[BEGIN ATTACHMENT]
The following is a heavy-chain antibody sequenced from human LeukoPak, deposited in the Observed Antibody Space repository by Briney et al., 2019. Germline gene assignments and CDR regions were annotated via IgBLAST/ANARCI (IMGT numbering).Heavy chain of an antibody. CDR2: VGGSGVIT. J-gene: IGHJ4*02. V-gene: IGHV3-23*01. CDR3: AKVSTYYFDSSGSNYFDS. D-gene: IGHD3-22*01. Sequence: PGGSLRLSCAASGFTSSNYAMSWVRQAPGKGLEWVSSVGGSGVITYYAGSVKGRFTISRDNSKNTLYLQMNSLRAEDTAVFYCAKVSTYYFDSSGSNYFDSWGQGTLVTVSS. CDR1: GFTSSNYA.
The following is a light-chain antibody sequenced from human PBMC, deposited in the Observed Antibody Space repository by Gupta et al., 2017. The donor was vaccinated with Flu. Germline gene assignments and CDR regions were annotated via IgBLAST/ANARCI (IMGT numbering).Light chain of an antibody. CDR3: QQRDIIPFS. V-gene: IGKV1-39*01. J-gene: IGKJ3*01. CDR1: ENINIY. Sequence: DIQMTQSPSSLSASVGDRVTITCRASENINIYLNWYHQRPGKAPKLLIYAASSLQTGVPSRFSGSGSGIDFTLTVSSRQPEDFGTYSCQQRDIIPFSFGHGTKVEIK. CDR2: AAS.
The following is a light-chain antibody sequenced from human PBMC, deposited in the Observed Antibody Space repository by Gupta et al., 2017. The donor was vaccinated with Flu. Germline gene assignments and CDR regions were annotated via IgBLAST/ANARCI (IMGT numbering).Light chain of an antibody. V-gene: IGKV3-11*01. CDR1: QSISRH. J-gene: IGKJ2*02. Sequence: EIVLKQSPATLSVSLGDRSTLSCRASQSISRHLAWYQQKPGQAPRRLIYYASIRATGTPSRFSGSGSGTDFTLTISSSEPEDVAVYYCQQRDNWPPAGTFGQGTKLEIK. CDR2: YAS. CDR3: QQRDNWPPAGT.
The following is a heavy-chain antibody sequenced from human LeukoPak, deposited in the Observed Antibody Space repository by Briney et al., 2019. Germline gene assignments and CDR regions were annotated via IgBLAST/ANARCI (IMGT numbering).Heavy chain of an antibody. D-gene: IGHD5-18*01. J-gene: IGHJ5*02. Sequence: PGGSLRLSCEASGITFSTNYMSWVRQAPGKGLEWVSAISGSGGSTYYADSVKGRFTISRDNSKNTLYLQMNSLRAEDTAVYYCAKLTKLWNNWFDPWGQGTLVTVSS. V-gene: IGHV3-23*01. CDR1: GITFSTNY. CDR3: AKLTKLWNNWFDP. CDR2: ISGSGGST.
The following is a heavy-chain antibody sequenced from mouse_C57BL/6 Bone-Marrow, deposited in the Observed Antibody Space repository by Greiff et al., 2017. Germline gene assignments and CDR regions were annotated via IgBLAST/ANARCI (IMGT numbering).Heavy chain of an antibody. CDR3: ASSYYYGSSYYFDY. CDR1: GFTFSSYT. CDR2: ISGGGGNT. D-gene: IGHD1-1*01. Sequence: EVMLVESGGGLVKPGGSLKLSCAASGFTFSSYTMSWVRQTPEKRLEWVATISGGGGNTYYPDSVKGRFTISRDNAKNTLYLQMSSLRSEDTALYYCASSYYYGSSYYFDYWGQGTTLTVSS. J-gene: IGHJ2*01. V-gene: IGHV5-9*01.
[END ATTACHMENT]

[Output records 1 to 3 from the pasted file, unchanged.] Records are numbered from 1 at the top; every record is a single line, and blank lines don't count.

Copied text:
The following is a heavy-chain antibody sequenced from human LeukoPak, deposited in the Observed Antibody Space repository by Briney et al., 2019. Germline gene assignments and CDR regions were annotated via IgBLAST/ANARCI (IMGT numbering).Heavy chain of an antibody. CDR2: VGGSGVIT. J-gene: IGHJ4*02. V-gene: IGHV3-23*01. CDR3: AKVSTYYFDSSGSNYFDS. D-gene: IGHD3-22*01. Sequence: PGGSLRLSCAASGFTSSNYAMSWVRQAPGKGLEWVSSVGGSGVITYYAGSVKGRFTISRDNSKNTLYLQMNSLRAEDTAVFYCAKVSTYYFDSSGSNYFDSWGQGTLVTVSS. CDR1: GFTSSNYA.
The following is a light-chain antibody sequenced from human PBMC, deposited in the Observed Antibody Space repository by Gupta et al., 2017. The donor was vaccinated with Flu. Germline gene assignments and CDR regions were annotated via IgBLAST/ANARCI (IMGT numbering).Light chain of an antibody. CDR3: QQRDIIPFS. V-gene: IGKV1-39*01. J-gene: IGKJ3*01. CDR1: ENINIY. Sequence: DIQMTQSPSSLSASVGDRVTITCRASENINIYLNWYHQRPGKAPKLLIYAASSLQTGVPSRFSGSGSGIDFTLTVSSRQPEDFGTYSCQQRDIIPFSFGHGTKVEIK. CDR2: AAS.
The following is a light-chain antibody sequenced from human PBMC, deposited in the Observed Antibody Space repository by Gupta et al., 2017. The donor was vaccinated with Flu. Germline gene assignments and CDR regions were annotated via IgBLAST/ANARCI (IMGT numbering).Light chain of an antibody. V-gene: IGKV3-11*01. CDR1: QSISRH. J-gene: IGKJ2*02. Sequence: EIVLKQSPATLSVSLGDRSTLSCRASQSISRHLAWYQQKPGQAPRRLIYYASIRATGTPSRFSGSGSGTDFTLTISSSEPEDVAVYYCQQRDNWPPAGTFGQGTKLEIK. CDR2: YAS. CDR3: QQRDNWPPAGT.